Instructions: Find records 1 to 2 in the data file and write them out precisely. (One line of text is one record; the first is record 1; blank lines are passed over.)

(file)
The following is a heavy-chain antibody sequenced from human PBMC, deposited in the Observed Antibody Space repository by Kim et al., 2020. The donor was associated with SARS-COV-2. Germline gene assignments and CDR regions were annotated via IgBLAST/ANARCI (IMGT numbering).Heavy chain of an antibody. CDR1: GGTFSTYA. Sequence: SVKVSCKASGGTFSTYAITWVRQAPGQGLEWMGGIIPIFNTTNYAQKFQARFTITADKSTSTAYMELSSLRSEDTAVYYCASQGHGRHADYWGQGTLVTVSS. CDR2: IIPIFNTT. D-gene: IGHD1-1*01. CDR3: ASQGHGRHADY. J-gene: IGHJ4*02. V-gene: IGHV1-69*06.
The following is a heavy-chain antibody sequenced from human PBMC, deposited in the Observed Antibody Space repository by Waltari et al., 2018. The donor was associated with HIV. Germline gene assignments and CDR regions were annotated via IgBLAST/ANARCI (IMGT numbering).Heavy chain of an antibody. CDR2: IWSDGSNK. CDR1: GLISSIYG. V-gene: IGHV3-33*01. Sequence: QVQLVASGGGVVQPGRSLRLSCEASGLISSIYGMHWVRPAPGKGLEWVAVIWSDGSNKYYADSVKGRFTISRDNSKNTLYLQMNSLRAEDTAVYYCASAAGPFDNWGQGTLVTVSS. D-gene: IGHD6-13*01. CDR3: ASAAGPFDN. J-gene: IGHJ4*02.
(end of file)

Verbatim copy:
The following is a heavy-chain antibody sequenced from human PBMC, deposited in the Observed Antibody Space repository by Kim et al., 2020. The donor was associated with SARS-COV-2. Germline gene assignments and CDR regions were annotated via IgBLAST/ANARCI (IMGT numbering).Heavy chain of an antibody. CDR1: GGTFSTYA. Sequence: SVKVSCKASGGTFSTYAITWVRQAPGQGLEWMGGIIPIFNTTNYAQKFQARFTITADKSTSTAYMELSSLRSEDTAVYYCASQGHGRHADYWGQGTLVTVSS. CDR2: IIPIFNTT. D-gene: IGHD1-1*01. CDR3: ASQGHGRHADY. J-gene: IGHJ4*02. V-gene: IGHV1-69*06.
The following is a heavy-chain antibody sequenced from human PBMC, deposited in the Observed Antibody Space repository by Waltari et al., 2018. The donor was associated with HIV. Germline gene assignments and CDR regions were annotated via IgBLAST/ANARCI (IMGT numbering).Heavy chain of an antibody. CDR2: IWSDGSNK. CDR1: GLISSIYG. V-gene: IGHV3-33*01. Sequence: QVQLVASGGGVVQPGRSLRLSCEASGLISSIYGMHWVRPAPGKGLEWVAVIWSDGSNKYYADSVKGRFTISRDNSKNTLYLQMNSLRAEDTAVYYCASAAGPFDNWGQGTLVTVSS. D-gene: IGHD6-13*01. CDR3: ASAAGPFDN. J-gene: IGHJ4*02.